Making your WHY work for you

Back when I was drinking too much, I couldn’t understand why it was so hard to change my relationship with alcohol.

 

I had my “Why” sorted: I wanted to be there for my family and I wanted to look after my health (ie no more hangovers and exhaustion!)

 

I had the “Where I wanted to go” sorted: I knew that I really wanted to stop, that moderation wasn’t working for me.

 

I had the “Who” sorted: there was only one person who had to wrestle back control of this pesky habit – me, myself and I.

 

I had the “When” sorted: soon as freaking possible! I was so tired of thinking about drinking.

 

I had the “What” sorted: what I wanted to be free of those impulses.

 

But dammit, I could NOT get a handle on this stopping thing.  I kept getting a day or two under my belt of not drinking.  Then by about Day Three my resolve would snap, I’d be overwhelmed by I JUST...

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Why is it so hard to cut back on my drinking?

Why is it so hard to cut back on my drinking?

 

Have you tried to cut back on your drinking and found it hard?

Do you look at others and wonder how they do it?

I did too.   I’d see other people decide they weren’t going to drink during the week, or were only going to drink with others, and think to myself, How are they doing that?

 

Now I know.

 

It’s because I kept repeating Day 1.  I didn’t realise that I simply had to get some distance between me and the last drink.

 

When we’re Grey Area Drinkers, it’s hard to admit that drinking has become a habit.  When it’s a habit, we’re regularly drinking an addictive substance.  Regularly drinking an addictive substance will mean we’re somewhere on the spectrum of addiction.  Maybe only lightly on the spectrum, but if drinking is part of our lives, we’re constantly in withdrawal.

 

So the first few days of not drinking...

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Beating the Dopamine Trap

One of the tools we can use to escape from the alcohol trap is dopamine. 

 

Dopamine is a neurotransmitter that most people think make us feel happy, but is actually associated with reward and motivation.

 

There are three ways that we can not only outsmart dopamine as it tries to encourage us to drink, but we can harness it to our advantage.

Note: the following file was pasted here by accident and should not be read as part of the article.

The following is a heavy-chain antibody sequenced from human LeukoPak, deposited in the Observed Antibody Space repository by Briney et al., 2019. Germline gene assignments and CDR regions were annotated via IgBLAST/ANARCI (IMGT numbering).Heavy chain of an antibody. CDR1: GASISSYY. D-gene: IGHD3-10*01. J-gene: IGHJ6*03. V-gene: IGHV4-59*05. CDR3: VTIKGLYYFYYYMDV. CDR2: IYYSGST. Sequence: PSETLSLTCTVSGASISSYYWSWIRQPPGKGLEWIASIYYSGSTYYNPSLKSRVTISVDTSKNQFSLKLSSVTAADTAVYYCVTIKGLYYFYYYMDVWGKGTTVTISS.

1. Become mindful & aware of “false promises”

 

Start noticing when dopamine receptors are trying to make you push you towards believing something will make you feel good, but that will actually make you feel guilty, unhappy and just craving more.

 

So when you find yourself craving a drink so badly you can’t think of anything else, remind yourself what’s actually happening in your brain, and that dopamine just wants you to feel cravings, not satisfaction (that sneaky lizard brain).

 

And if you do give in and have that drink, and feel sick and furious after the first rush has...

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What do chocolate, Facebook and wine o'clock all have in common?

dopamine lizard brain Sep 28, 2020

Our caveman brains are driving us towards them all.  Amazingly, our ancient brains push us towards them as part of our survival mechanism, thanks to a little thing called Dopamine. 

 

Dopamine is a neurotransmitter — a chemical messenger that carries signals between brain cells and communicates information throughout the body, and it plays HUGE role in our cravings.

 

When we have an alcoholic drink, dopamine is released and we get a little “high”. 

 

Lots of people think that because of this high, dopamine is connected to happiness – but it’s not.  Dopamine is actually connected to motivation and learning.

 

Dopamine is designed to keep you alive.  This is the chemical that’s also involved in movement, motivation and reinforcement. It’s part of the survival mechanism – it drives us to crave high energy foods (hello, Cadbury’s Family Size Bar), finding a mate and social connection...

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